The road between Krakow and Zakopane is undergoing massive works, so it’s endless adverts and diesel fumes and 60km before I can do 80kph. We pass through a patch of cut-grass smell, and then there’s two pretty girls hitch-hiking northwards, something I’ve not seen in Britain for decades.
Mile after mile of green sprinkled and banded by bright yellow dandelions, and roadside stalls selling goatskin and sheepskin rugs begin to appear. A young girl stands in the middle of a field with her cow and blonde ponytail and slim blue jeans. Three hours later, it all becomes alpiney, with log cabins and big advertising hoardings, mostly for rooms.
When the Tatry finally appear through the spring haze, an unbroken line that fills the horizon, their sides and cols streaked with snow, I stop for petrol, then climb over a wooden fence to sit on a grassy bank and revel in the sun. A light plane rocks and crabs, swaying in the wind, and I sit and watch some kind of bird of prey rise in broad circles in a thermal, up and up without moving its wings. A thousand metres away, a shepherd descends the slope with a spread of sheep as densely white as spilt milk.
I begin to feel that I am getting somewhere.
It’s not much further on that the houses begin to grow steep roofs, with little wire fences running along the gutter to hold the snow back when it comes, and then we cruise into the outskirts of Zakopane, past a McDonald’s and a Tesco’s. I ride the streets for a while, looking for a suitable room, before remembering that I am a YHA member.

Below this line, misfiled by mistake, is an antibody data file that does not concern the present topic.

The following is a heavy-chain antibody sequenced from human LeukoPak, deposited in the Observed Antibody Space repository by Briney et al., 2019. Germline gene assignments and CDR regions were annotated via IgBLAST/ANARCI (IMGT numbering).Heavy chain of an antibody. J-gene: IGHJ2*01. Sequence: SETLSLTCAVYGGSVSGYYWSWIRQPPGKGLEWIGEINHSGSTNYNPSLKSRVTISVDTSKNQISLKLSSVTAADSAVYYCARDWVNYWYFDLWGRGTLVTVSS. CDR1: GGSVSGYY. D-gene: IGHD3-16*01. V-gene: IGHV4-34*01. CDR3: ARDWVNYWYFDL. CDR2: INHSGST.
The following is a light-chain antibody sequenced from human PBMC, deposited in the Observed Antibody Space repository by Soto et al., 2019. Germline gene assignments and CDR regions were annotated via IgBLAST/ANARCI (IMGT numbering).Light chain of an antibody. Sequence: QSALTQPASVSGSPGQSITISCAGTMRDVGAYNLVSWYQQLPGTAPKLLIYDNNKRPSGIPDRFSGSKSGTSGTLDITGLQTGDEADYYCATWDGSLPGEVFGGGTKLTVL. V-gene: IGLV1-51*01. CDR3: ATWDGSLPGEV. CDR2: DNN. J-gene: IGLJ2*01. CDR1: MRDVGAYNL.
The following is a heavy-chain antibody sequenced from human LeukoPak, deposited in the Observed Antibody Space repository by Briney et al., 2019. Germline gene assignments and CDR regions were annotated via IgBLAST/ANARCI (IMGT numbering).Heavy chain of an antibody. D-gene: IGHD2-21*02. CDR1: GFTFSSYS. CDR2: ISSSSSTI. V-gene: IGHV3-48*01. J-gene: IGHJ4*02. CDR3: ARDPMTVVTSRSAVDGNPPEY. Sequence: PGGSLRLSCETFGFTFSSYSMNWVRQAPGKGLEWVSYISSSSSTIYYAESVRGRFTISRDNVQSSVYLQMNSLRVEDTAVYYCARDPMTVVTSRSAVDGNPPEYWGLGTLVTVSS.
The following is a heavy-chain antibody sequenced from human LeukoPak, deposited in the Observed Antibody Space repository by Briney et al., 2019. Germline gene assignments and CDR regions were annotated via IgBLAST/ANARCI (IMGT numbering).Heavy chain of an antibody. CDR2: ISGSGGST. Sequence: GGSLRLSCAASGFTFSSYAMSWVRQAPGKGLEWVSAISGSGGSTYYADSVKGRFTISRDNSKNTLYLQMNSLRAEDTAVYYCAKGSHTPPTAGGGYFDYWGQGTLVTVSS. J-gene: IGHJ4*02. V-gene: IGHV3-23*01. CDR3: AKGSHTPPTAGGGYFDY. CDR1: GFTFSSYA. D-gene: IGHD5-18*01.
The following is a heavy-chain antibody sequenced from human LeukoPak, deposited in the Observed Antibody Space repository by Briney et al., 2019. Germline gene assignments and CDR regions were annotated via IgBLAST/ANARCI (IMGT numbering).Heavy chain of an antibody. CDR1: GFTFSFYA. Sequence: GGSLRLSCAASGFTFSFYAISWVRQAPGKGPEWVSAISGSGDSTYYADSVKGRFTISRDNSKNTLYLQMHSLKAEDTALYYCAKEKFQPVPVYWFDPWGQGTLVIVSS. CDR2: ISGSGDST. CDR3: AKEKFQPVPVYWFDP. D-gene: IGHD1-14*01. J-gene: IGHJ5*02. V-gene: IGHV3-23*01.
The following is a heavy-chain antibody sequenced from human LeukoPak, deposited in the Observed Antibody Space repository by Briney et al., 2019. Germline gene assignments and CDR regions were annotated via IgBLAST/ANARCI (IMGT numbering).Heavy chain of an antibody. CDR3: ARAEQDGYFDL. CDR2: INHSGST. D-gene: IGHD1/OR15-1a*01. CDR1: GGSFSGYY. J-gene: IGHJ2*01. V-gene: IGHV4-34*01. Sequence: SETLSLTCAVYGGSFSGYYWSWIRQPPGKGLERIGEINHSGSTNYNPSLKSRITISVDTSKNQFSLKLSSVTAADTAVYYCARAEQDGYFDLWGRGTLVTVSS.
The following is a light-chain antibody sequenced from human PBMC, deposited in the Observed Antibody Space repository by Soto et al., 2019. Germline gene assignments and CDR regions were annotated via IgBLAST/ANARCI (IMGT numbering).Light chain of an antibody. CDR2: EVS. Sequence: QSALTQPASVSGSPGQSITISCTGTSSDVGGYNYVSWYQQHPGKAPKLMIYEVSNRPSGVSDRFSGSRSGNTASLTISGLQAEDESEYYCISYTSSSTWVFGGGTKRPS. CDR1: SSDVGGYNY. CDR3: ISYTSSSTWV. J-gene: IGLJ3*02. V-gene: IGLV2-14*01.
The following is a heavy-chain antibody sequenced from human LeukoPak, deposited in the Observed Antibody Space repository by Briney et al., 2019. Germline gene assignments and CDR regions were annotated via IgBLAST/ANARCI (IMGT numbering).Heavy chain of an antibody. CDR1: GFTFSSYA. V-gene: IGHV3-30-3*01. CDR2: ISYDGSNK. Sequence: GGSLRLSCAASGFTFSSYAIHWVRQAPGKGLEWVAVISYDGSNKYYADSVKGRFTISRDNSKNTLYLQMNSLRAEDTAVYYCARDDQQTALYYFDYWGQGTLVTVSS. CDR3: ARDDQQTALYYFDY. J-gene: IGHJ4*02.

I almost immediately find the sign at the top of a drive, about fifty yards down which a red and white bar bars the way. There’s an intercom machine on a post, and when I lean across and ask it if this is the way to the YHA there is a resounding “NIE!”, but just as I’m wondering what to do next the bar lifts, and we roll on down.
I park the bike and walk round to the front of a large, newish building, and up the stairs to the reception area, where I ask a young man about rooms. He just looks blankly at me, so look around for help and see another young man, dressed all in black, with heavy-duty Wellington boots. Then I realise they all are, but for some reason this doesn’t stop me asking him if there are any free rooms, and he says no, because this is the Fire Station. The hostel is back up the drive, right by the big sign that says YHA.
The bike starts immediately and just as immediately dies and won’t re-start. Sighing, I take the tank bag off and trudge up to the large hostel, and am given a bed in Room 782, which has four other beds, then go back down to the bike, which now condescends to start, but misses when I turn the handlebars, indicating an electrical problem, which after a lot of pinching and tweaking, I narrow down to a bend in the cable near the steering yoke. I squeeze hard, and the lights come on. I let go. They go out. I slit the sheath and at once see the tiny, fine green of corroded copper.
I take a four-inch length of surplus extra wire (at least I hope it’s surplus) from inside the headlight cowl, splice it in and press the starter button. The engine starts instantly. Now all I need is the insulation tape that has been in the tool box for the last year but strangely now isn’t.
It’s a Kind of Magic
I make a wide detour of a couple of very weathered old men in baseball caps and very loud sweaters, bottle in hand, dancing a jig on the pavement, and go in to a bar, to find all rustic pine and many locals whiling away the lunchtime. Pop music, table football, ancient skis, cowbells, china beer mugs, the sort of lanterns you use on dark snowy nights with your horse-drawn sleigh. The jukebox plays Queen’s It’s a Kind of Magic, while outside farmers sit beneath parasols and drink beer and four goats and a sheep graze.
People clump to and fro across the bare wooden floor. A middle-aged university professor-looking type of bloke wins nothing during the time it takes me to drink two beers. As I leave, he moves onto the next machine and starts again.